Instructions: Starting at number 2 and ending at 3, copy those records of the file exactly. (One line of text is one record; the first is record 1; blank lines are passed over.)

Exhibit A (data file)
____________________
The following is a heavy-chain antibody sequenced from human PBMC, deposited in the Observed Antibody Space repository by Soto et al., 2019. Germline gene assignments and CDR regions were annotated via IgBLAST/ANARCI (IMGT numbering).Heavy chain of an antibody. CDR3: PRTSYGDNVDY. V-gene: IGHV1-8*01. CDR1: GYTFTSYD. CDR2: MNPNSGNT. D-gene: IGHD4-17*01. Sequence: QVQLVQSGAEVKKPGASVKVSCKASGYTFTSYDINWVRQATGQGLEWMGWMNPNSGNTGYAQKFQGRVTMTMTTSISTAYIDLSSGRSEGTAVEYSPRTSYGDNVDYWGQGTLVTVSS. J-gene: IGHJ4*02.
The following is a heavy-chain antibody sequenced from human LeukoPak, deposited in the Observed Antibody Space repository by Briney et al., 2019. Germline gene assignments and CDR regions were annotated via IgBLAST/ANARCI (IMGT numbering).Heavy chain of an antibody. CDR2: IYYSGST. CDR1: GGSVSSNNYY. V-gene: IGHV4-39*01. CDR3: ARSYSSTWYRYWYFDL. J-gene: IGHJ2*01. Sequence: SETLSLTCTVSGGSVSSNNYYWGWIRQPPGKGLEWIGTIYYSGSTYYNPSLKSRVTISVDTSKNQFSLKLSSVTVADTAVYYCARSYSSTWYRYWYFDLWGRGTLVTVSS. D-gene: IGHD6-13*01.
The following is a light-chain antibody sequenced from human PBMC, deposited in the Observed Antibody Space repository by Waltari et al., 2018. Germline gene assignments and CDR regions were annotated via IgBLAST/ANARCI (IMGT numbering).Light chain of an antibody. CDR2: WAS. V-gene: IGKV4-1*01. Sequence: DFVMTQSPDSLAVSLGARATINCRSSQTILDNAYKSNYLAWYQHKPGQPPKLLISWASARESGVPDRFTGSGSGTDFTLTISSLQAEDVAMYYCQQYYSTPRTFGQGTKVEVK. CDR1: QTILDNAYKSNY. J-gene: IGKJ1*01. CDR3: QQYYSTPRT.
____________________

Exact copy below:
The following is a heavy-chain antibody sequenced from human LeukoPak, deposited in the Observed Antibody Space repository by Briney et al., 2019. Germline gene assignments and CDR regions were annotated via IgBLAST/ANARCI (IMGT numbering).Heavy chain of an antibody. CDR2: IYYSGST. CDR1: GGSVSSNNYY. V-gene: IGHV4-39*01. CDR3: ARSYSSTWYRYWYFDL. J-gene: IGHJ2*01. Sequence: SETLSLTCTVSGGSVSSNNYYWGWIRQPPGKGLEWIGTIYYSGSTYYNPSLKSRVTISVDTSKNQFSLKLSSVTVADTAVYYCARSYSSTWYRYWYFDLWGRGTLVTVSS. D-gene: IGHD6-13*01.
The following is a light-chain antibody sequenced from human PBMC, deposited in the Observed Antibody Space repository by Waltari et al., 2018. Germline gene assignments and CDR regions were annotated via IgBLAST/ANARCI (IMGT numbering).Light chain of an antibody. CDR2: WAS. V-gene: IGKV4-1*01. Sequence: DFVMTQSPDSLAVSLGARATINCRSSQTILDNAYKSNYLAWYQHKPGQPPKLLISWASARESGVPDRFTGSGSGTDFTLTISSLQAEDVAMYYCQQYYSTPRTFGQGTKVEVK. CDR1: QTILDNAYKSNY. J-gene: IGKJ1*01. CDR3: QQYYSTPRT.